The BBC began in 1922 and acquired its present name in 1926. Guided by its first director general, John C. W. Reith, the BBC became a government-run broadcasting monopoly throughout the entire British Empire. The British parliament legislated its monopoly to avoid what its members viewed...

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The 1950’s: Television’s Triumph

(Masterpieces of Fiction, Detective and Mystery Edition)

As the 1940’s drew to a close, radio drama appeared to be an unstoppable juggernaut. However, the 1950’s would see that juggernaut come to a halt, thanks to a new technological development—television. The arrival of television caused audiences to turn away from radios for dramatic entertainment. Television permitted audiences to sit in their living rooms and watch dramas unfold before their eyes; viewers could see the faces behind the voices and see action that previously had been evoked only by sound effects. Radio could not compete.

However, just as a fire burns brightest before it burns out, the radio networks produced some of their finest dramatic programs during the 1950’s. Nevertheless, nearly every radio...

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The 1960’s: The Nadir of Radio Drama

(Masterpieces of Fiction, Detective and Mystery Edition)

Across the world, the decade of the 1960’s was the lowest ebb for radio drama. In the United States, radio broadcasting became dominated by music formats, with local disc jockeys playing records, along with occasional network news and commentary programs. By 1965, Suspense and Yours Truly, Johnny Dollar, the last remaining mystery holdouts from radio’s Golden Age, were also gone.

In Great Britain, the BBC, pressured by competition from European and pirate stations, also shifted to more music programming. Radio theater consequently declined in Britain, but not as drastically as in the United States. New radio productions of Dorothy L. Sayers’s novels Strong Poison (1963) and...

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Nostalgia Radio

(Masterpieces of Fiction, Detective and Mystery Edition)

Beginning in 1920, radio programs, especially those with multiple market distribution and weekly sponsors, were recorded on sixteen-inch phonograph-type discs called Electrical Transcriptions (ETs). The Library of Congress began to archive ETs in 1949, and the University of California at Los Angeles (UCLA) and the University of Washington acquired archives collecting discs made during the 1930’s through the 1980’s. By the 1950’s, fans of radio drama were beginning to make their own disc and tape copies from these and other archives. As early as 1954, Charles Michelson acquired a license to distribute rebroadcast rights to The Shadow, and many individual stations bought the programs. In 1968, J. David Goldin, a former...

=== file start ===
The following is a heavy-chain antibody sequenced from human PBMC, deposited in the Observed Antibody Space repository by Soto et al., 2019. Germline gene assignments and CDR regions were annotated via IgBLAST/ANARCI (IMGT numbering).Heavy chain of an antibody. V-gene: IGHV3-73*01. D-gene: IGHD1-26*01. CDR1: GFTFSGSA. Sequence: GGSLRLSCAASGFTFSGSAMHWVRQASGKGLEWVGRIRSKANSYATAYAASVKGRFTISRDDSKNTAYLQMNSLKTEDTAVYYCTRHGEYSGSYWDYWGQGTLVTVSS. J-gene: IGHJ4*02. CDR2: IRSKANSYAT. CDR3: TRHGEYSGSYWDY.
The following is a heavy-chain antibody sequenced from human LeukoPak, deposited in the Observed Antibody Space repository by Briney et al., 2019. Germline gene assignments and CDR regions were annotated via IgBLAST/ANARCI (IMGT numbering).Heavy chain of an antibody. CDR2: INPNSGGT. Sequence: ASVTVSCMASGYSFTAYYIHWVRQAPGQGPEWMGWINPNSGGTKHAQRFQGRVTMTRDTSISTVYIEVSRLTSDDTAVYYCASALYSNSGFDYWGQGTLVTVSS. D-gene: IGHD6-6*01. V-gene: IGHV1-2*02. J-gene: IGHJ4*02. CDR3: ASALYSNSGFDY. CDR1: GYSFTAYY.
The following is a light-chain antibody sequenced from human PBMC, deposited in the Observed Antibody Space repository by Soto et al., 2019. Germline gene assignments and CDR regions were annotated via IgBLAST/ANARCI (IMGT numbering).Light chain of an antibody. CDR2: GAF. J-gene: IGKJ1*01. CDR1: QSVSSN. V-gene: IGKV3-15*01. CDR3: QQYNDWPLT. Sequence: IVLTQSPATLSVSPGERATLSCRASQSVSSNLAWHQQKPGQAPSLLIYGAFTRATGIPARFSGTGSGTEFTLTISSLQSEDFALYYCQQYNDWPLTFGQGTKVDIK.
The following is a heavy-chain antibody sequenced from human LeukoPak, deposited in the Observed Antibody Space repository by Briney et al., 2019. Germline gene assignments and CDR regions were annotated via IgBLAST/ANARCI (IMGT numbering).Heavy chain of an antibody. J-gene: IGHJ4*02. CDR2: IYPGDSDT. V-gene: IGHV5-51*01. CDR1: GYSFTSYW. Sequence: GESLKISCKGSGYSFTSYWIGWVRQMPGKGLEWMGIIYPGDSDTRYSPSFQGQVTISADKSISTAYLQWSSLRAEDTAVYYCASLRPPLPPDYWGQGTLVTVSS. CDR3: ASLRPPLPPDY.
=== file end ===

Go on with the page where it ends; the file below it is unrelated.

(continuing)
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The 1970’s: Rebirth of Radio Drama

(Masterpieces of Fiction, Detective and Mystery Edition)

Nevertheless, by the early 1970’s, American radio networks sensed the potential for successful new drama programs in nostalgia radio’s popularity. In 1973, the Mutual Broadcasting Network responded with The Zero Hour, produced by radio veteran Norman Corwin and created and hosted by Rod Serling, who had become a household name a decade earlier on television’s The Twilight Zone. Running primarily suspense and mystery stories, The Zero Hour ran five days a week. Although it lasted only one year, it demonstrated the viability of radio drama in a new era.

In 1974, CBS weighed in with CBS Radio Mystery Theater, which ran nightly until 1982. That show’s surprising success was due in...

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Twenty-first Century Radio Drama

(Masterpieces of Fiction, Detective and Mystery Edition)

As the new century dawned, radio drama was undergoing a transformation. As had happened during the 1950’s, new technologies were affecting it. This time, however, the encounter was invigorating. In Britain, radio drama was secure. Since 2000, the BBC has continued to produce radio adaptations of stories by Agatha Christie, Dorothy L. Sayers, and Georges Simenon. Other mystery writers are represented as well. For example, in 2007, the BBC produced a series entitled Readings to Die For based on James Sallis’s fictional detective Lew Griffin, and another program, McLevy, based on the writings of the real mid-nineteenth century Scottish detective and crime author James McLevy. The BBC also based Secret Agent...

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(Masterpieces of Fiction, Detective and Mystery Edition)

Barfield, Ray. Listening to Radio, 1920-1950. Westport, Conn.: Praeger, 1996. Provides factual information about radio in its formative years and a portrait of the listening experience. Index and bibliography.

Britton, Wesley A. Beyond Bond: Spies in Fiction and Film. Westport, Conn.: Praeger, 2005. Engagingly written, authoritative, and detailed history of fictional spies in the popular media, including radio.

Dunning, John. Tune in Yesterday: The Ultimate Encyclopedia of Old-Time Radio, 1925-1976. Englewood Cliffs, N.J.: Prentice-Hall, 1976. Show-by-show guide to the golden age of radio. Concise...

(The entire section is 257 words.)